The routine in our house was usually that after my father would come back from dawn prayer the mosque, he would be sitting in the kitchen reading the Quran. We would wake up and be asked to turn on a recitation tape or CD and then make wadooh, ritual washing of the body, before praying morning prayer. Only after we do these things are we allowed to sit down and eat breakfast. If my mother was not up, then he would wake her, but on rare occasions he would make and serve us breakfast. Any deviation from that routine usually resulted in a long lecture about our duty to our creator. How we don’t forget to eat or go to the bathroom, but forget about the one that created us. My mother would be cranky in the morning when he would push her to do her prayers and make breakfast a lot. She could not start a day right without a cup of coffee. Light and sweet with milk and never cream. She would have several cups during the course of the day too. It was a bit of an addiction for her.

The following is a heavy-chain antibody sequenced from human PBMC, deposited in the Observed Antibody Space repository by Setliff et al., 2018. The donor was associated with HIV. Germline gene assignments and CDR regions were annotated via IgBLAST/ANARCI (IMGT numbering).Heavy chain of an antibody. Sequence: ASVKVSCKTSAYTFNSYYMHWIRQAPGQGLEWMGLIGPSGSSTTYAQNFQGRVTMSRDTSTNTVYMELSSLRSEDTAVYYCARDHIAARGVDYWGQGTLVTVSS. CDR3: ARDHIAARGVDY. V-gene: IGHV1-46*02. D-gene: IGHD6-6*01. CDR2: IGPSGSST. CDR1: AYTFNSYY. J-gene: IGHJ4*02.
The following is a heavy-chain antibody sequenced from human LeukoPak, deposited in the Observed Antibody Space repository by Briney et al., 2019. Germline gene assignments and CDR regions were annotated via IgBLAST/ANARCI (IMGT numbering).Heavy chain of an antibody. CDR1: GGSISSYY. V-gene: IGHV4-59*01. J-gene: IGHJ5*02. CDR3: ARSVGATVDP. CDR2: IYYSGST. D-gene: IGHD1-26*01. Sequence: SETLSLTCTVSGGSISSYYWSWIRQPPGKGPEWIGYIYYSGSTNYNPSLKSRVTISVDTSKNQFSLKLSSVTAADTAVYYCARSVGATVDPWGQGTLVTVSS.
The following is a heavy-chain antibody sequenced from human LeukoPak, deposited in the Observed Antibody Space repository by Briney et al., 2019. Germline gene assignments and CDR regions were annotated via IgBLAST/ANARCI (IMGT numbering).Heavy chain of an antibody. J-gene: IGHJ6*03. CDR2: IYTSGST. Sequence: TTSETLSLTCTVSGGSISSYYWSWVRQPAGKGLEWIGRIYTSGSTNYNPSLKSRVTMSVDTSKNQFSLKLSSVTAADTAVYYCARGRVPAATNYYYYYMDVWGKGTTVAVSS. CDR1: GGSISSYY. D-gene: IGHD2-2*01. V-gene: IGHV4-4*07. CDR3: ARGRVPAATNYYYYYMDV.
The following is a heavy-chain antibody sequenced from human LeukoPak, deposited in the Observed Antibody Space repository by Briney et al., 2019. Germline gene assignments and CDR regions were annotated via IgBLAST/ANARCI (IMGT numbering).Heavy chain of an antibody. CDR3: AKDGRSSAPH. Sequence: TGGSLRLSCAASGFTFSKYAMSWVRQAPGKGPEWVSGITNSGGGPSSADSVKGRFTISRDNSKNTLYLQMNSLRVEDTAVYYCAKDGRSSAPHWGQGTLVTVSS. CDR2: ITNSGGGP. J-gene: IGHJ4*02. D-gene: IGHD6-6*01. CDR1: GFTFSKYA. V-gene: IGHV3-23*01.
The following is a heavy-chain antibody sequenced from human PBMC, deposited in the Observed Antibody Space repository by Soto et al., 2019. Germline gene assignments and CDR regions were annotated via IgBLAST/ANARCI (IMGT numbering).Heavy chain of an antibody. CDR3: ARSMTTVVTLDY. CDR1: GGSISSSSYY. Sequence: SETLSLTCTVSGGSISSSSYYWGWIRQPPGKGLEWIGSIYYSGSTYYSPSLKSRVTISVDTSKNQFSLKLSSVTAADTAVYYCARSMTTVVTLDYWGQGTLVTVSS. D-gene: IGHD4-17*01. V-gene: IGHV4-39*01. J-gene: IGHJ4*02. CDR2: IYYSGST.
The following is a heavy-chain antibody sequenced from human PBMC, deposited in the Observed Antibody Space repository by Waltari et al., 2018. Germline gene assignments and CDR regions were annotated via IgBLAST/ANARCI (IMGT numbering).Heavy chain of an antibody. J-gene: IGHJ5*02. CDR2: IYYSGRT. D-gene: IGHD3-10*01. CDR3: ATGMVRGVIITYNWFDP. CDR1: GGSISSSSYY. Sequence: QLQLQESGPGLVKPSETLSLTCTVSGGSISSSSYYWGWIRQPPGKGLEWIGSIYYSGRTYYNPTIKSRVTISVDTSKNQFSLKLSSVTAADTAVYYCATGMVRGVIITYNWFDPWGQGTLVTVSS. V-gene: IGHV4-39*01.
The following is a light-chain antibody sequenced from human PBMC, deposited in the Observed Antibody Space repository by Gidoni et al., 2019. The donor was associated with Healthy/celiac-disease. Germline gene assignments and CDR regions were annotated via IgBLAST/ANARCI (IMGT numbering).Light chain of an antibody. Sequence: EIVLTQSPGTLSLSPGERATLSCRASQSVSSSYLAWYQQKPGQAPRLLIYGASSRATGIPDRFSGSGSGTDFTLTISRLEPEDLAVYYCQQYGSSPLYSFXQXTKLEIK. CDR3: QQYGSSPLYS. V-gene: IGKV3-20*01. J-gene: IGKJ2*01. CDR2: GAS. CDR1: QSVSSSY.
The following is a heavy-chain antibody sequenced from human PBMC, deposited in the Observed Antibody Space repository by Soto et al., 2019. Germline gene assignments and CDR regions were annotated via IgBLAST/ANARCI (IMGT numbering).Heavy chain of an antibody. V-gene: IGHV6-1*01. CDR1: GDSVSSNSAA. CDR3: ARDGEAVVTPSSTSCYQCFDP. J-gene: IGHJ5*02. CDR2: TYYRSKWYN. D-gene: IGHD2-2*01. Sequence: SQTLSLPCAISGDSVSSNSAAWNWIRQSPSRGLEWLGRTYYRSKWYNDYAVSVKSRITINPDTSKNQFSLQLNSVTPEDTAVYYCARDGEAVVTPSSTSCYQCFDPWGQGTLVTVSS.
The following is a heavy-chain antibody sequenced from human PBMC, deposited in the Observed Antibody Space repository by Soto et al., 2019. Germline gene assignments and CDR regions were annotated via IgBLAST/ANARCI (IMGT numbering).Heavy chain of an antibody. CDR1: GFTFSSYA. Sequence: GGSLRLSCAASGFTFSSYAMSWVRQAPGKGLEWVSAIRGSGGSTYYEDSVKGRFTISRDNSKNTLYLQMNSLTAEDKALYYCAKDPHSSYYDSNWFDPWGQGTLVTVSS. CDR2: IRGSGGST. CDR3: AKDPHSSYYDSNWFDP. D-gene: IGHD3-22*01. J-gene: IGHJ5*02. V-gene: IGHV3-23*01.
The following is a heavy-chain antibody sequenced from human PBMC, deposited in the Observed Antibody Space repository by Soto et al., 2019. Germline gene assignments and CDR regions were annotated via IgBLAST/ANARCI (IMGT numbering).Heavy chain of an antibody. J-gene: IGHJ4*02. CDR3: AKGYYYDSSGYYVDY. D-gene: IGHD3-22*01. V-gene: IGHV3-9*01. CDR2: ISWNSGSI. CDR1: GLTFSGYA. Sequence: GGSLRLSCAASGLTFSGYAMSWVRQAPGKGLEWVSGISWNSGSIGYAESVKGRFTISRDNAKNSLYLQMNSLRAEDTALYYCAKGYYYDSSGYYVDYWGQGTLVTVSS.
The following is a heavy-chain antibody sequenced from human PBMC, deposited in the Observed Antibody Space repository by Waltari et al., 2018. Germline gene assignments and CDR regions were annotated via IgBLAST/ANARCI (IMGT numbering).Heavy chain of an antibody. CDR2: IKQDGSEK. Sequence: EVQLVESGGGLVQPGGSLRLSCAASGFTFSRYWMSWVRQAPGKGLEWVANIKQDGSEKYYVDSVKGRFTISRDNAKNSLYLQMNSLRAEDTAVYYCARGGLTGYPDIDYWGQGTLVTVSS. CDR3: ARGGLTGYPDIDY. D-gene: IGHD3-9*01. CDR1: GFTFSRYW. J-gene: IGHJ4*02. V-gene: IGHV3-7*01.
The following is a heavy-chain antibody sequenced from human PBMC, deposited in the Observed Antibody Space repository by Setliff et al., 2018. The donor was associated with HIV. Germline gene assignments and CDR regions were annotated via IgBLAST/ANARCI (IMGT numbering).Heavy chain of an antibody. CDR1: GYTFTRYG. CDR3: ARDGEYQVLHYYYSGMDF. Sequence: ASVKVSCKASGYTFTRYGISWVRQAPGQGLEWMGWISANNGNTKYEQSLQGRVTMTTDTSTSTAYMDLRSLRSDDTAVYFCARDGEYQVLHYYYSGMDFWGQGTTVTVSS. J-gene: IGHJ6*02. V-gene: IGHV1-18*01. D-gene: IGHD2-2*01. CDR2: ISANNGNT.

During summer break before University started, my eye sight became really bad. I used to have perfect 20/20 vision, but I noticed it deteriorating during my late high school years. My father blamed it on me watching too much TV and being on the computer too much. So, I hated myself for a while for having to wear glasses just to see the board at school. That summer we also visited Egypt for the first time since we had lived there. Cousin A, Uncle M’s only son, was enrolled in the pharmacy program and his youngest sister was enrolled in the music program due to her grades being low. Cousin A always had an interest in me since the days that we were very young and used to dance on the roof top together. We were left sometimes to “get to know” each other and he basically showed off his collection of pirated Egyptian music on his computer. We would all watch censored American movies together and I brought over a Sailor Moon tape for us all to watch. Cousin AT, his younger sister, who I used to have a short sexual tryst with when we were younger, had gained almost as much weight as I had at one point. I did not understand her decline in self-esteem, but it finally dawned on me later on what happened. My mother told me many years later that she was circumcised at the age of thirteen because she was found flirting with boys from the balcony. Her father, Uncle M, had also tried to push my father to circumcise me when I was born, but my mother advised him against it. Her reasoning was that some studies showed that being circumcised usually made a girl more promiscuous instead of curbing the desire like initially thought. Their older sister, Cousin AM, was married and it looked like it was against her will sometimes. Her husband would be over and he would put on an air of being playful and try to get me to joke with him, but I would tell him off every chance I got. Most of the people in the household would take it as humor, but we both knew that I did not like him. At all. From what I saw of how he treated his wife and from what I have heard, I gathered that he was an abusive husband. Nobody did anything about it. Cousin AM was a math teacher like our grandmother was, but he ended up making her stay home and quit her job.